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Pursuant to the New Jersey Bail Reform Act, the vast majority of individuals who are arrested and charged with a crime are released pre-trial in accordance with certain monitoring conditions.

The specific conditions are set out by the judge presiding over the detention hearing after hearing from the Prosecutor and the defense attorney.

Typically, individuals released pre-trial are prohibited from having any contact with the alleged victims. Often, to prevent an attempt to leave the country, they also are required to surrender their passport prior to being released.

In a developing case, an alleged victim wants to be able to take the stand and make her case why the suspect should be detained pre-trial.

The unique case has jumped all the way to the State's highest court.

Shalom “Sal” Yehudiel, 40, of Fair Lawn was an acclaimed chef and owner of Bergen County restaurants The Humble Toast, a Jewish deli, and La Cucina Di Nava, an Italian restaurant.

In 2020 he was the kosher chef to appear on the Food Network series “Chopped."

In 2019, Elisheva Akselrod, then 17 years old, went to the Bergen County Prosecutor’s Office to seek criminal charges against Sal for allegedly grooming and abusing her at Fair Lawn’s Anshei Lubavitch synagogue, starting in 2016 when she was 14. The prosecutor’s office declined to press charges, saying that there was not sufficient evidence to prosecute.

In response, Akselrod she filed a civil lawsuit against the prosecutor’s office.

In March 2022, Sal was arrested in by Bergen county authorities who accused him of raping a different minor employed at one of his restaurants.

This arrest caused Sal to sell the Humble Toast and La Cucina Di Nava under pressure of losing his kosher certification.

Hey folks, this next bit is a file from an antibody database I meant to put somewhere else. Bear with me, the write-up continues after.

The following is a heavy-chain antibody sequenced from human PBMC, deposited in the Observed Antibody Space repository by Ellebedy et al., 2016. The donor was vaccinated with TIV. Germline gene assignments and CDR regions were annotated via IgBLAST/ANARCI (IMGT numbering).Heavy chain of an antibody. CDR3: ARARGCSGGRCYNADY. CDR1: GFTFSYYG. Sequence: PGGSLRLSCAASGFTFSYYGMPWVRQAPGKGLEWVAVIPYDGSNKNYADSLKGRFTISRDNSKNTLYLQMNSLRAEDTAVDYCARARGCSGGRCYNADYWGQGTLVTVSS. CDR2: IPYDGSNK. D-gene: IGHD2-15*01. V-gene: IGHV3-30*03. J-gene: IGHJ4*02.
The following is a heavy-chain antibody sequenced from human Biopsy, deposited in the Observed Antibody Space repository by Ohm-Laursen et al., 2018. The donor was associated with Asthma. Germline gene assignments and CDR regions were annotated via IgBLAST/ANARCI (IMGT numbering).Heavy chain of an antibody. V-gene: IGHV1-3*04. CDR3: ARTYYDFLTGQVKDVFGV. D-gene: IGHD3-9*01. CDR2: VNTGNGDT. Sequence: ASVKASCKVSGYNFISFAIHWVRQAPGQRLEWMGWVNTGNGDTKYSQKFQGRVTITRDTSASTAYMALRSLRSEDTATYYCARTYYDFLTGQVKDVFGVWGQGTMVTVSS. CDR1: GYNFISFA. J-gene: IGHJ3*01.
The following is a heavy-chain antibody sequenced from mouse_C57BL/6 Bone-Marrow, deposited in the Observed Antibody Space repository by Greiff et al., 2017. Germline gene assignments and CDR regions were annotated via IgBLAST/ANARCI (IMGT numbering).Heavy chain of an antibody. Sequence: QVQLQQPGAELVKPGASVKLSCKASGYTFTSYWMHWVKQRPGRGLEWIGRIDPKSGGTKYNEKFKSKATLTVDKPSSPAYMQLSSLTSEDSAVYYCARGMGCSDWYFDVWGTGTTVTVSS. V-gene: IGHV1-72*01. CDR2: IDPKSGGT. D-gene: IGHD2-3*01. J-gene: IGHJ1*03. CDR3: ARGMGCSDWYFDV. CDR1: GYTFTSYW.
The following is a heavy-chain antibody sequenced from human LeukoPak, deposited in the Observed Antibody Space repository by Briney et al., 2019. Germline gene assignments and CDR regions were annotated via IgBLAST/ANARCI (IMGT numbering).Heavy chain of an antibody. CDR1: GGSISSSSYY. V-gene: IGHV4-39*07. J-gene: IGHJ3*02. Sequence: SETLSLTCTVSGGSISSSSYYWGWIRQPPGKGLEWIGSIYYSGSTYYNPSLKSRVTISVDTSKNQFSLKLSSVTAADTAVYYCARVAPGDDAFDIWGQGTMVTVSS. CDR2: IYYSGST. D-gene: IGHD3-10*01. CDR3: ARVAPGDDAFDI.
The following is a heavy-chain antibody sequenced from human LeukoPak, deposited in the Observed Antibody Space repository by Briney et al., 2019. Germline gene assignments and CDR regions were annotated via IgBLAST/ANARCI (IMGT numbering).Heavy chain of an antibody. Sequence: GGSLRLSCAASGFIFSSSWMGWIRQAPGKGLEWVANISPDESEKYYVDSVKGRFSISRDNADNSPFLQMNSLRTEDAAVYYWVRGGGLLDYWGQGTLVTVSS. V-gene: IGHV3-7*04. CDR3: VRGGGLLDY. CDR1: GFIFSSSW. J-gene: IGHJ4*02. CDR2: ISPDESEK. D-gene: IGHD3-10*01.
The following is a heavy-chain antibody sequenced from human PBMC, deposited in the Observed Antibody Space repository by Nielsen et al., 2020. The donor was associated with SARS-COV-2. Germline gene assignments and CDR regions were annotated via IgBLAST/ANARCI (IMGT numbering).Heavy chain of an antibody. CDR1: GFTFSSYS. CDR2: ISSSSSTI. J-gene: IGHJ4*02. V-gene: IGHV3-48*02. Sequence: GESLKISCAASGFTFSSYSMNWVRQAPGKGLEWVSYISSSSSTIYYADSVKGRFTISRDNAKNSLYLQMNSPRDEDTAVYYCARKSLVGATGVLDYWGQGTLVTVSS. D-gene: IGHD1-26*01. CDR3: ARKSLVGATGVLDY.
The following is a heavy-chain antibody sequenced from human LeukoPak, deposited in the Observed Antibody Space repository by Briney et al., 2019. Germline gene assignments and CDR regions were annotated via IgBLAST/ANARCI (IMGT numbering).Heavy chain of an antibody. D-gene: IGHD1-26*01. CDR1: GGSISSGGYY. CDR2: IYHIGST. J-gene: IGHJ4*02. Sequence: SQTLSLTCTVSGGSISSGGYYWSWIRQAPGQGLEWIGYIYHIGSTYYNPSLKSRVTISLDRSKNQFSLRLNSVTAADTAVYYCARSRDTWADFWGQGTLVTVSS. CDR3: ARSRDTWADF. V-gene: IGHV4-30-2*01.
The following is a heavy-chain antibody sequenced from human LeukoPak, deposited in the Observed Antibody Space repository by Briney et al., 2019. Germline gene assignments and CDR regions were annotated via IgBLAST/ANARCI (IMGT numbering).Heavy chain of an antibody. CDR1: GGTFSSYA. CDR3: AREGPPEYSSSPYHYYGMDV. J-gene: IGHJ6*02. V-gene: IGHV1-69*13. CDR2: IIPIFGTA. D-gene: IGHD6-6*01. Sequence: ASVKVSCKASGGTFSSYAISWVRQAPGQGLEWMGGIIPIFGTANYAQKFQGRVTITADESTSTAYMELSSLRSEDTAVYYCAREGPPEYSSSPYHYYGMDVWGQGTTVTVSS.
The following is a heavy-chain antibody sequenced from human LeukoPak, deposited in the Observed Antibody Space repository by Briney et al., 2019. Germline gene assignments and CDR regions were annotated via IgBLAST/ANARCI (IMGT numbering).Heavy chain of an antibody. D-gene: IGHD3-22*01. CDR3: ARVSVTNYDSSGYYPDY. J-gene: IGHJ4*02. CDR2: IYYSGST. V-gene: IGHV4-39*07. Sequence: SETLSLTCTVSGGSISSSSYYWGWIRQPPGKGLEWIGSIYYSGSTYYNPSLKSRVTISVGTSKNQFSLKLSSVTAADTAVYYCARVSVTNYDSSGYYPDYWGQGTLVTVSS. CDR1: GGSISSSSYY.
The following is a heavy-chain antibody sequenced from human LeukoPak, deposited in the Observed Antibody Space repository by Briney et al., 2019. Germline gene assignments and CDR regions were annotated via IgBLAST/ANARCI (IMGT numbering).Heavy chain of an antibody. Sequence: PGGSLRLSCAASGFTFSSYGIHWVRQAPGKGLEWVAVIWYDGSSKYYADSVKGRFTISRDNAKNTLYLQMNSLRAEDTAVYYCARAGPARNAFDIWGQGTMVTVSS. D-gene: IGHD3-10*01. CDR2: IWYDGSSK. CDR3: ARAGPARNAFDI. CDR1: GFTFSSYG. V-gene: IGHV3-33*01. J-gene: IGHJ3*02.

The criminal prosecution ended last month, on Monday, August 7, 2023, when Bergen County Superior Court Judge Christopher Kazlau ruled that Sal had his rights violated by the FBI when they failed to surrender a video tied directly to the case, and therefore the prosecutors improperly obtained a grand jury indictment by omitting certain evidence.

Kazlau dismissed the charges without prejudice, which allows prosecutors to reinstate the case if any new evidence comes to light.

Just days later, Sal was once again arrested. As as he tried to board a flight at JFK International Airport, U.S. Customs and Border Patrol notified the Port Authority Police Department that they had a fugitive in custody with a warrant out in New Jersey.

The reason for this arrest was that Ms. Akselrod, now 21, filed a citizen’s complaint against him with the Fair Lawn Police Department. As she previously sued Bergen County for failure to prosecute, they recused themselves due to the conflict of interest. The New Jersey Attorney General's Office reassigned the case to the Union County Prosecutor’s Office, and they approved the arrest.

Sal is represented by attorneys Lee Vartan and Zach Intrater who said “there is no merit” to the latest charges.

Vartan added that his client was not trying to flee the country when he was arrested at the airport, saying “there was nothing to flee from” since the original sexual assault charges had been dismissed just prior.